Think about stretching in the grand scheme of things. Even an extremely strong stretch – one that makes you agonize in pain – to a muscle or tendon represents a drop in the bucket to your overall training plan. This brief, innocuous stimulus is minuscule relative to the context of the whole day, week, month, or cycle, where the amount of load and stimuli are much greater and making a larger impact.

In the end, the benefits of stretching and increased flexibility are ultimately unknown. If you enjoy it, have time for it, and aren’t doing it right before training or big game, keep doing it. If you don’t like it, there is no evidence that you are missing any benefit, and you can utilize that free time for other things. Bottom line is that the best way to improve your range of motion is to train with good posture and position under load, and practice your sport.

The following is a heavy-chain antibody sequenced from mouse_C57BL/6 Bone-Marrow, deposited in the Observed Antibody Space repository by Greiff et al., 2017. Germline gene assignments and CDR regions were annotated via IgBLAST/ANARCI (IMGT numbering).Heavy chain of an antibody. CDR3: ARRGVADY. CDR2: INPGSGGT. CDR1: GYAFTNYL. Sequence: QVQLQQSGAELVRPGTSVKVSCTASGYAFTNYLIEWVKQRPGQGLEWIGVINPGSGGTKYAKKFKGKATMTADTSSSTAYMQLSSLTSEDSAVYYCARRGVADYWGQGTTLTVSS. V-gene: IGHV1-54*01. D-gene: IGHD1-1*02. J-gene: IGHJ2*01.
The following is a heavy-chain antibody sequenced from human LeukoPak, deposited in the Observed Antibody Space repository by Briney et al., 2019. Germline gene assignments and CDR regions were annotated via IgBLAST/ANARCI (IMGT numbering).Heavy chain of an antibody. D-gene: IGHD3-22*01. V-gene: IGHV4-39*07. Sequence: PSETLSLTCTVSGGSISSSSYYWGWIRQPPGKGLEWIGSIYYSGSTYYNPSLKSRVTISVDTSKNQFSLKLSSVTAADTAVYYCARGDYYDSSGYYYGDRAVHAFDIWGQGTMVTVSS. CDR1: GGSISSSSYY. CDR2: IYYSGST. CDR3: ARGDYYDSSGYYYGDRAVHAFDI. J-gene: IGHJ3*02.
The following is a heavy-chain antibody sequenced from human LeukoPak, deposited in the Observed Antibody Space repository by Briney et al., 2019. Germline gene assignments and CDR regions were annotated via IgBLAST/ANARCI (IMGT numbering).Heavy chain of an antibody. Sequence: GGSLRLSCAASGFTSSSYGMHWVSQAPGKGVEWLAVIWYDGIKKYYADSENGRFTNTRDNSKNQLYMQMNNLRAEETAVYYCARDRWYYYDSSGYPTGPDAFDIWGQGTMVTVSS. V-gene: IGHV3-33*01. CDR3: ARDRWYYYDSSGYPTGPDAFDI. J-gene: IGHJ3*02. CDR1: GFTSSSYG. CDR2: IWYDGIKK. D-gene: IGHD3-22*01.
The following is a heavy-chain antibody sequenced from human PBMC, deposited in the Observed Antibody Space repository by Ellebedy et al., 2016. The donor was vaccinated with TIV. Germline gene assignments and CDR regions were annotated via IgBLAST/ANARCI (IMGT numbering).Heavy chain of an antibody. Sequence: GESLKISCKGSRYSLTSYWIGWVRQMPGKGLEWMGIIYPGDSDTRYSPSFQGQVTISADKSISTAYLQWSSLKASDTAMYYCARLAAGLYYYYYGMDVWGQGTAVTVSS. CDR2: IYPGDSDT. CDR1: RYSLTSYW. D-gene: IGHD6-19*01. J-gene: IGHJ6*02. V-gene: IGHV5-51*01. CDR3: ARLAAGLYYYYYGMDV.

Unless, of course, your sole purpose in life is becoming a level 99 supple leopard, impressing the ladies in yoga, or mastering every page of the Kama Sutra. However, if you want to make a wiser investment with the time and energy you have, optimize your warm up, train under load through a full range of motion, and prioritize your sleep for improved performance, reduced risk of injury, and enhanced recovery.

Related Content:

  1. BLOG: Tendinitis – Where do I Begin? by Dr. Matt Zanis
  2. BLOG: Unlocking Stress: Training Smarter not Harder by Dr. Matt Zanis
  3. PROGRAMMING: Dynamic Movement Prep Series 1 by John Welbourn


  1. Behm DG, Chaouachi A. A review of the acute effects of static and dynamic stretching on performance. Eur J Appl Physiol. 2011;111(11):2633–2651. doi:10.1007/s00421-011-1879-2.
  2. Blazevich AJ, Cannavan D, Waugh CM, et al. Range of motion, neuromechanical, and architectural adaptations to plantar flexor stretch training in humans. J Appl Physiol. 2014;117(5):452–462. doi:10.1152/japplphysiol.00204.2014.